Mixing Baby Formula Brands
Can you mix different baby formula brands together? The answer is maybe. Here’s what you need to know about mixing baby formula brands.
The basic ingredients of different formula brands are generally the same. Many parents worry that switching formula brands will result in fussiness or stool changes for their babies.
A mixture of different brands of the same type of formula may even make your baby feel better if you find that he responds better to it.
There is no right or wrong way to mix brands. It is a matter of personal preference. Formulas of the same type usually contain the same basic ingredients. It is safe to mix formula brands as long as you follow standard mixing instructions.
The benefits of switching formulas
There are many reasons why you may consider changing the formula of your baby. You might wonder if the formula is responsible for gassiness, poor sleep, or fussiness in your baby. There are also other factors that may encourage you to try something new, such as price, availability, and ease of preparation.
The following formula basics can help you make the switch or mixing baby formula brands, no matter what the reason might be.
Formulas containing cow’s milk and lactose (the carbohydrate and protein sources in most infant formulas) are milk-based, iron-fortified formulas. Among milk-based formulas, there is some variation in the proportions of whey and casein proteins. Oils provide the fats in these formulas.
Protein Types in Formulas
Proteins in baby formulas can be divided into three types.
- The most common protein is found in cow’s milk.
- When babies have allergies to casein or whey, which are two proteins found in cow’s milk, soy protein may be an option.
- It contains protein that has been broken down into smaller parts (also called elemental formulas). Typically, these formulas are used for babies who can’t digest intact proteins and are expensive, tasteless, and don’t taste very good.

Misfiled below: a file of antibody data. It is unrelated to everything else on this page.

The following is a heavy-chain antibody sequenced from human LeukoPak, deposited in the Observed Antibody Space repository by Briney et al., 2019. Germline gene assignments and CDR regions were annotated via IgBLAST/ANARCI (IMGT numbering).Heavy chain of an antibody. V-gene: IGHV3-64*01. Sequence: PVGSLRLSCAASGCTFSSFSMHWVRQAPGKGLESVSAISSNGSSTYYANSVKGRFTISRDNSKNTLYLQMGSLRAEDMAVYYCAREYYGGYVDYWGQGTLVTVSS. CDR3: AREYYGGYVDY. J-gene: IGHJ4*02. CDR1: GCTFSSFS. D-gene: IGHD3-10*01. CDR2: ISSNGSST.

Make sure you stick with the same protein type when switching to a new brand of formula. It is advisable to consult your doctor before switching formulas with different protein sources.
It’s not usually the type of protein in the formula that causes your baby to spit up or have excess gas. It is still possible to test if a particular brand reacts to a baby by switching between brands.
Taste is usually the most significant difference between formulas. A child may prefer one formula over another if he or she is picky about what they eat.
In most formula-fed babies, flavor is not usually a major concern because breast milk tastes different based on what a breastfeeding mother eats.
You can tell if your baby is allergic to formula by the following signs:
- Having diarrhea
- Cramps in the abdomen
- Vomit or stool containing blood
- Skin rashes or hives
Contact your pediatrician immediately if you notice any of these symptoms.
Experiment with formulas for your baby to ease concerns about allergies, burping, constipation, excess gas, or spitting up, but it isn’t necessary in most cases. It really depends on the personal preference of you and your baby. As long as they are healthy and do not show signs of true intolerance or allergy to formulas.